Many people may not know this, but in fact the famous fifteenth/sixteenth-century artist Leonardo DaVinci invented the helicopter.
He designed a vehicle with a large ‘Helical Air Screw’ on top that would use that device to climb up into the air. This is exactly the same principle as the helicopter, which has a large ‘airscrew’ on top – nowadays (specifically on the helicopter) we call it a ‘rotor’, and indeed all such devices like propellers, fans, impellers and rotors are still known today as ‘airscrews’. Any device like a propeller or rotor is esssentially designed to ‘screw’, or drill, its way through the air (or water for a marine propeller), which is why it spins very fast. Leonardo wasn’t just an artist; he was what is known as a ‘polymath’ – someone who is brilliant at lots of things, art being just one of his many talents.
Sadly, most of Leonardo’s concepts, although incredibly far ahead of his time, were essentially not going to work in his time because of the limitations of materials science and power technology. Structurally, the airscrew would likely not have supported the vehicle, and in any case the powerplant – four men turning cranks – would have been insufficient to generate enough thrust to lift the vehicle. Had it been available at the time, not even steam power would have been able to generate enough oomph to lift Leonardo’s helicopter. Indeed, it was only the advent of the internal combustion engine that enabled powerplants to be built with enough power and low enough weight to be used in heavier-than-air aircraft.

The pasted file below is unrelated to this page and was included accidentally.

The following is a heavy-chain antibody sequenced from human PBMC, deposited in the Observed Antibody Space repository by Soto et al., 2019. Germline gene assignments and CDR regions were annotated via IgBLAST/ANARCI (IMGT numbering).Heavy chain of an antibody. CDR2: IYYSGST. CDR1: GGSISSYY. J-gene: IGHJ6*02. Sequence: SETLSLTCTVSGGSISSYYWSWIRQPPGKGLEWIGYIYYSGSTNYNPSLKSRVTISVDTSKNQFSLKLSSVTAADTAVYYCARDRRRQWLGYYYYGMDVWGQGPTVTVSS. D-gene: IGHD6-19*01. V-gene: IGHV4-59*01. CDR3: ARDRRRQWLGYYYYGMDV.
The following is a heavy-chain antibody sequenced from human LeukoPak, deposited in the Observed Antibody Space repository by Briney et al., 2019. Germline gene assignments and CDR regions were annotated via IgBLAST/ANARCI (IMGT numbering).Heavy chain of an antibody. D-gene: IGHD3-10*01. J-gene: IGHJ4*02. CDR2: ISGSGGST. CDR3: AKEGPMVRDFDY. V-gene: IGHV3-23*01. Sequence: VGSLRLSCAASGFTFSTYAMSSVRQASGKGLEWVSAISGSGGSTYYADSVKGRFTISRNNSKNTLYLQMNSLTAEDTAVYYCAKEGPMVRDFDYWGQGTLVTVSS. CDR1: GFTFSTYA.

And Leonardo also ‘got’ the emotional element of flight too. From the quote I share below, it is apparent that he would have understood the heady feelings of flight and the euphoria it can produce.
We have a saying that sometimes it takes a week or so for the grin to disapper from our faces after a successful day’s flying.
I think Leonardo would have had the same problem, don’t you?
For more information on Leonardo’s flying machine inventions – and his others, too – click the image below (takes you to a new website in a new tab)
Of course, Leonardo DaVinci did the odd bit of art as well 😉
Recently, I had a request from the Webmaster of a Leonardo DaVinci art site, to provide a link to their site – so here it is, if you are interested. I’m not necessarily recommending the site or its services, but it looks reasonably bona-fide, and you can definitely view Leonardo’s art there. So I’m just providing the link. Click the Mona Lisa below to go there.